Posts Tagged With: dirty

Beijing: A Wall, another zoo, and some people who need putting in it.

Beijing was a good ending to China. It meant we didn’t leave on the huge negative hatred we had by the end of Xi’an. Or maybe we’d just got used to the spitting, squatting, staring and shoving by this point. Bad things in China begin with the letter ‘S’. There’s an episode of Sesame Street they never aired.

We started out, as I’m sure most tourists do, with Tiananmen Square. However, with two Metro lines to choose from (Tiananmen East and Tiananmen West) we were spoilt for choice.

“It must be a really big square if it needs TWO Metro stops,” I said to Ashley, quite excited.

“It’s the biggest in the world I think,” came the reply.

We arise from the ground to be greeted by a recognisable red building to the right of us with Mao framed nice and big in the middle…and a road to the left.

“Well, that doesn’t really count as the biggest square in the world. There’s a road going through it. I feel conned again,” I said, slightly disappointed.

After the mandatory photos of the big red Mao building, we headed back through the underpass to cross the road.

“Oh, ok. This is the square. I’ll let them off.”

We’d got out the wrong side of the road to appreciate the vastness of the square. Blocked by two rather large screens showing the beautiful sights of China on a loop, yes, but vast all the same.

Not quite sure how to get through to the Forbidden City without paying to visit a garden, we headed in the other direction and found ourselves in a modern looking, conveniently located tourist street. It didn’t take long to put the ‘2008’ date on the drains, artificial flowers and still fully stocked Olympic shop together and figure out that this street must have been built in time for the Olympics. It was like Disneyland. Until you notice a depressed sheep sat head in hands against a wall. Very odd.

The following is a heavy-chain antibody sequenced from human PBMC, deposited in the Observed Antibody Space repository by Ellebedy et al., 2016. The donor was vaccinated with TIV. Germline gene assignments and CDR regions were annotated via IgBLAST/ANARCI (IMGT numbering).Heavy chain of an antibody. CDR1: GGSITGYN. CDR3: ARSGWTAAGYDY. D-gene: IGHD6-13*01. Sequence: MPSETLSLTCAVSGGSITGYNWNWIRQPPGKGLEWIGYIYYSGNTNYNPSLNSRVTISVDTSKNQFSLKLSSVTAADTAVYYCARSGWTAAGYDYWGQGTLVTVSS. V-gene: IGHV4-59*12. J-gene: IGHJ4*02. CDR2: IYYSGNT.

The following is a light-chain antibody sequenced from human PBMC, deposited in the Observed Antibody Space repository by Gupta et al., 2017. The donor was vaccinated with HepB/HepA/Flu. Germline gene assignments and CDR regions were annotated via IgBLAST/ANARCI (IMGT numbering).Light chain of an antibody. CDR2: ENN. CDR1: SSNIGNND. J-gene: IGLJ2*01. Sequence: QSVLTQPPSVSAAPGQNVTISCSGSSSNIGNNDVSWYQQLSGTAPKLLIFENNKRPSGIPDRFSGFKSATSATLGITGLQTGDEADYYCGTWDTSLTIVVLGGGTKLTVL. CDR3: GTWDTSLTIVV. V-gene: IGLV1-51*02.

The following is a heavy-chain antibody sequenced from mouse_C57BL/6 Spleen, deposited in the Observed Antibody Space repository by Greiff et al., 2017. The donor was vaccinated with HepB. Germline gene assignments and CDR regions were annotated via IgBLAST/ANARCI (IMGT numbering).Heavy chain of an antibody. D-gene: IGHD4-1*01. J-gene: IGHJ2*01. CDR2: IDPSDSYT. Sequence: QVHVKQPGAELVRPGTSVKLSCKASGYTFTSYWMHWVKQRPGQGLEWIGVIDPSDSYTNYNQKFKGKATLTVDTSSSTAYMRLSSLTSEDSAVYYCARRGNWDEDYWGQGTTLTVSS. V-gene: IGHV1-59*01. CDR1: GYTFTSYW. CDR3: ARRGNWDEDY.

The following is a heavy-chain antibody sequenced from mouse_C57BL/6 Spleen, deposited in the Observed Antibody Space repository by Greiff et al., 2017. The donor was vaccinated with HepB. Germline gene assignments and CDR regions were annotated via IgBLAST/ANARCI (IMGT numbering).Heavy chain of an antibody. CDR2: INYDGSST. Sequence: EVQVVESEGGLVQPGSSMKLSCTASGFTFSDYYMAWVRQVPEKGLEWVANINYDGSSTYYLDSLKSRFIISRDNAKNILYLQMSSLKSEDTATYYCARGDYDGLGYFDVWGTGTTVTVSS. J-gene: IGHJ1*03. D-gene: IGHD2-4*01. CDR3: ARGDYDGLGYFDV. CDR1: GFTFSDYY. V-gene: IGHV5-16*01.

By the time we left fakeville and reached the Forbidden City (through a garden we had to pay for) there was only an hour until closing time. And a homeless woman was having a breakdown. So we decided to do it another day. We did however, have time to go into a park behind the Forbidden City that gives the most amazing (but misty) view of the Forbidden City if you climb to a spot where an Emperor once hung himself. A bizarre sentence, yes, it may seem.

And so, as day two arrived in Beijing, it was time to hit the Wall. The Great Wall. One of the Seven Wonders of The World. A day to remember. It snowed a little. Doesn’t get much better!

And it was really cold. Really, really, really cold. But it was snowing! How could we not go to the Wall the day it snowed?! Imagine the beautiful photos! It’s higher up there, there’s got to be more snow! So we carried on regardless. There was no more snow.

The two main ways to see the Wall are tour or public bus. As the public bus cost a 10th of the price of the cheapest tour, we opted for public bus. We had a Metro station, and instructions to walk 500m east to the bus stop when we get there. However, east (or in fact north, south or west) is difficult to determine when you haven’t got a compass. Thankfully, a very nice man helped us out and pointed us in the right direction. Our new instruction was “second on the left”.